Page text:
Entertainment » Theatre


by J. Peter Bergman
EDGE Media Network Contributor
Monday Jun 25, 2012
Fiona MacClaren (Caitlin Fischer) and Tommy Albright (James Benjamin Rodgers) in "Brigadoon"
Fiona MacClaren (Caitlin Fischer) and Tommy Albright (James Benjamin Rodgers) in "Brigadoon"  (Source:Mac-Haydn Theatre)

Facile statement number one: Ignorance is bliss. If you've never known the musical "Brigadoon," which is now on stage at the Mac-Haydn Theatre in Chatham, New York, you won't necessarily understand how disappointing this production is for me. It has attractive people in short skirts and long ones. It has lyrical music and intelligent lyrics. What could be better?

Facile statement number two: Never expect perfection in summer stock shows. If you do know and love this show, as I do, you are setting yourself up for disappointment.

Facile statement number three: schools are not training young stage performers for traditional stage work. When those silly, and hard to ignore (read, "Not See") microphones, taped to ears, to cheekbones, to hairlines, fail so do the people wearing them.

On Friday night I sat in the fourth row, about 20 feet from the stage. One actor over-modulated and in his major scene and his minor scene, both essential to the play, rendered his speeches totally non-understandable. One actor either lost her mike, or took it off, or it simply failed and the most delicious comic number became a mime show as the actress playing Meg Brockie could not be heard past the first row and sang and spoke with an accent so thick that the words were muddled anyway.

This should have been a delightful evening of musical theater and instead it was an outrageous failure. Does no one warm the voice any longer before going out on stage? So many of the performers sang off pitch, missed easy notes, and the occasional high ones.

The opening number, "Down on MacConnachy Square," which usually sets the tone for any production, had many handsome people singing in voices that didn't carry across the room leaving the impression that the citizens of this small Scottish town were sleep-singing. Where was the gusto and the vim and the vigor and the zest of it all?

Thankfully, two of the show's best performers were cast in key roles. Caitlin Fischer played the heroine, Fiona MacLaren, with charm and beauty and added a glorious singing voice to the mixture. As her future brother-in-law Charlie Dalrymple, Andrew McMath leveraged his beautiful voice for two of the show's best songs, "I'll Go Home with Bonnie Jean" and "Come To Me, Bend To Me." An evening with these two young actors would make a lovely theatrical experience.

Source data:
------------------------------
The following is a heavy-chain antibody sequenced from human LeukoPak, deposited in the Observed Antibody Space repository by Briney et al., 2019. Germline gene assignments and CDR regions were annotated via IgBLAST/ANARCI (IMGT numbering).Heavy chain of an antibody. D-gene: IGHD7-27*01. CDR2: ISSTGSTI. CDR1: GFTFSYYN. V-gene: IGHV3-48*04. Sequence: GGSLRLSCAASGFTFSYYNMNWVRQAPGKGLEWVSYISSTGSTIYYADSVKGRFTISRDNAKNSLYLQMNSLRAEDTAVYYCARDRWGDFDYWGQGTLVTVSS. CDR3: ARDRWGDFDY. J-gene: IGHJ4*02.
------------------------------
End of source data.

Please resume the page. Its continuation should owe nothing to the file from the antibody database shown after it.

Caitlin Fischer played the heroine, Fiona MacLaren with charm and beauty and added a glorious singing voice to the mixture.

As Fiona's sudden beloved Tommy Albright, actor James Benjamin Rodgers started off badly but improved throughout the evening, another example of why vocalizing can help. His initial offering was one with sour notes all the way through, but by the second act he was in a much more respectable place and his two duets with Fischer were wonderful.

The rest of this company did their best, I suppose, but dependence on a microphone and the man at the audio control panel does not compensate for training, preparation and a performance value that goes above and beyond proverbially phoning in a show.

Director Rob Richardson has a ways to go before attempting a show as emotionally fraught as this one again. When your principal characters have only one day in which to develop from strangers to everlasting lovers, there must be a dramatic build and there was little in the way of human drama in this production.

People said lines and moved around in a circle, but Lerner was a good dramatist as well as a superb lyricist and two weeks of rehearsal is not really enough time to develop his nuances into a robust show. It would seem, and note the "seem" please, that more time was spent in staging musical numbers that in developing characters.

And that was with the aid of choreographer Mario Martinez who does a decent, but not great, job of putting together credible Scottish dance routines. But even Martinez' work fails occasionally. Parker Krug, as the disgruntled Harry Beaton, took on the famous Sword Dance with a relatively easy set of moves and still managed to stir the noisy steel pot with awkward foot work.

Good costumes by Dale DiBernardo (although Fiona could have used a third costume for the final scene) and a workable set with a great set of wall-paintings by Erin Kiernan help this production. Andrew Gmoser's lighting was most effective in the Chase Scene and the Wedding Scene. Musical Director Josh D. Smith and his assistant Andrew Kreigh played more wrong notes than I have ever heard in a single performance.

If you have to say "no" to one show this summer, my current choice would be this one.

"Brigadoon" runs through July 1 at the Mac-Haydn Theatre on Route 203, south of Chatham, NY through July 1. For information and tickets call 518-392-9292 or visit http://www.machaydntheatre.org.

J. Peter Bergman is a journalist and playwright,living in Berkshire County, MA. A founding board member of the Berkshire Stonewall Community Coalition and former New York Correspondent for London’s Gay News, he spent a decade as theater music specialist for the Rodgers and Hammerstein Archives at Lincoln Center in NYC, is the co-author of the recently re-issued The Films of Jeanette MacDonald and Nelson Eddy and a Charles Dickens Award winner (2002) for his collection of short fiction, "Counterpoints." His new novel ""Small Ironies" was well reviewed on Edge and in other venues as well. His features and reviews can also be read in The Berkshire Eagle and other regional publications. His current season reviews can be found on his website: www.berkshirebrightfocus.com. He is a member of NGLJA.


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